Those following the Kohort story know that I stepped out of day-to-day operations of the company last October. I have stayed on the board and the company has continued to operate, quietly under-going a reboot with the aim of releasing a new product later this year.
As a bit of context, we made a big bet. We raised a lot of money before we had much of a team or even a site, to go after a huge market – with a bigger than average product. It was audacious to say the least.
Unfortunately, while the future story has yet to be written, when I stepped out – by nearly every measure – the company had been a failure. We simply didn’t make the progress that we needed to; we were resource inefficient.
What transpired over the two years while I was at the company was difficult to understand while in the heart of the battle. The fog of war can sometimes shroud the North Star and disorient the soldiers on the battlefield. Having since stepped out of the fray and moved the sidelines, I’ve had the opportunity to reflect on the mistakes that encumbered our progress. I wanted to share those insights here with the hope that others will avoid repeating history.
To be clear, the Kohort story (to-date) isn’t one of malicious behavior; there were no bad actors. Instead we suffered from a litany of well-intentioned operational mistakes that compounded one atop of the next collectively preventing us from maintaining the velocity required to be successful.
7 Lessons Learned
- Don’t build an oil tanker: (I blogged about this before here.) We over built our backend, making it hard to iterate and adapt to the market need. The biggest learning for me, a non-engineer, is that code complexity comes from both the number of features and the level of scalability. At Kohort, we were too ambitious in both dimensions.
- Hire after the pain: I hired some really awesome people at Kohort. The problem was I hired them right before I thought I would need them. When the launch date kept getting pushed back my killer business team was sitting idle, draining resources and getting bored. A better approach would have been to hire them after we had launched and desperately needed them. Better to lose some customers than to have your whole offensive team sitting on the bench.
- Get a better lens: Hiring the good people in your field is very difficult. What’s even more difficult is hiring people from other disciplines. If you’re a non-engineer hiring an engineering team, get help and take your time. Whether friends or advisors, I recommend leveraging domain experts as advisors for hiring.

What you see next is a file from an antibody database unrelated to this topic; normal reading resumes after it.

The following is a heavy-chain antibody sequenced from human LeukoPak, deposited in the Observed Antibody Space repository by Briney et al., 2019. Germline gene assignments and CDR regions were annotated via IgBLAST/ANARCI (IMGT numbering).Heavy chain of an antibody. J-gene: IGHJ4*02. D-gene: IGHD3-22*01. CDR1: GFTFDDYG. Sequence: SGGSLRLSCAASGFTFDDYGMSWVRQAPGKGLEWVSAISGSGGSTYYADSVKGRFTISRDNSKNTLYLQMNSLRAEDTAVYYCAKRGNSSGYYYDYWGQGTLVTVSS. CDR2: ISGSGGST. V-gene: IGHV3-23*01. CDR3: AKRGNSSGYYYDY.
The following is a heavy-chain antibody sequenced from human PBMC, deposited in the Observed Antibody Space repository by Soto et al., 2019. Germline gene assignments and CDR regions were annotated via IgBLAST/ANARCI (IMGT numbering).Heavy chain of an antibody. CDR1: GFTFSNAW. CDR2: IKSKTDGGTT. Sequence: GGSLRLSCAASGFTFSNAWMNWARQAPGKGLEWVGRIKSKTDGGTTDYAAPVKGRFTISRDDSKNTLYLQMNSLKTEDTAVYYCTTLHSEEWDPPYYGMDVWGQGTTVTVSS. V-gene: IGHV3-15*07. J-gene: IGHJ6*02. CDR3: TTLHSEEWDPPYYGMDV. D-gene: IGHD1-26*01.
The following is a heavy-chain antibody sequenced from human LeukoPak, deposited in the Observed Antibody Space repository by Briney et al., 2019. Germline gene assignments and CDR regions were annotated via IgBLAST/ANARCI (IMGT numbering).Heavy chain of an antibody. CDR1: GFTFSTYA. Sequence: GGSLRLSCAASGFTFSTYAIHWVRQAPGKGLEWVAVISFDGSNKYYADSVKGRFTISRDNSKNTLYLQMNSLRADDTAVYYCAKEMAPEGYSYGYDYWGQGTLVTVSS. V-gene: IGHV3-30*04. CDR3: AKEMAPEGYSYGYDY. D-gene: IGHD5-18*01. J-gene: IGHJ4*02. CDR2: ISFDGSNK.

- Fire fast: There were a number of times that I found myself debating whether to keep someone on the team. So, what I did was I observed them, got feedback and mulled the pros & cons of their involvement for months. That was the wrong move. When you start debating, it’s already time to let someone go. When there’s doubt, there’s no doubt.
- Everyone can give bad advice: One of the best-known investors in the US (who didn’t end up investing) gave me the advice that in addition to CEO, I should take the role as Kohort’s product person. In hindsight this was well-intentioned, but horrific advice. The company centered around it’s product experience and needed an experienced hand at UX and design leading that side of the business. In other situations, I’m sure that investor would have shared invaluable perspective. The moral of the story is you have to take *everyone’s* advice with a grain of salt. Nobody knows it all. Make sure you get your advice on any given topic from the person who really understands that particular aspect of the business.
- Partner with veterans (if you can): There are dozens of things that can kill your business. It’s a good idea to minimize the death traps in any way you can. One of the ways to do that is to hire people who have traveled these roads before. They’ll know how to avoid a few issues along the way. If you can, surround yourself with people who have done it before.
- Don’t take too many *lead* investors: When I did my seed round for Kohort I was massively oversubscribed for a big round. I had $7 million dollars chasing a $3 million round. My strategy at the time was to cram, not cut. I invited everyone to participate in the round, but for smaller amounts. We ended up with 20 investors, which at the time I was excited about. I believed that these investors would be able to help out in many different ways – after all it does take a village.In order to make this large syndicate operationally viable, I tried to be clear up front that most of the investors would have to be relatively passive and we wouldn’t be actively updating all of them with great frequency. This seemed pretty important as I wanted to ensure that investor relations wouldn’t distract me from running the company.
That didn’t work.
Many of the investors wanted to be in the flow and have a similar communication experience to deals that they lead. That ended up creating a bad dynamic. And I didn’t have time to keep a half dozen investors up to speed in a way that was satisfactory for them.
In the end it was my fault. I had unknowingly set up a bad dynamic.
You can have as many investors as you need in a deal, but the right path is to only get 1-3 investors that think of themselves as leaders.
I hope these insights help other founders traverse the startup path.
Kohort was a challenging period of my career, but because of that it was also a phenomenal experience. Much of my current success and perspective today stems from those sleepless nights. If I could do it over again, I would have done it differently – I would have avoided many of the mistakes that I made. But that said, I don’t regret the time, the effort, the learnings and friendships that came from my Kohort journey.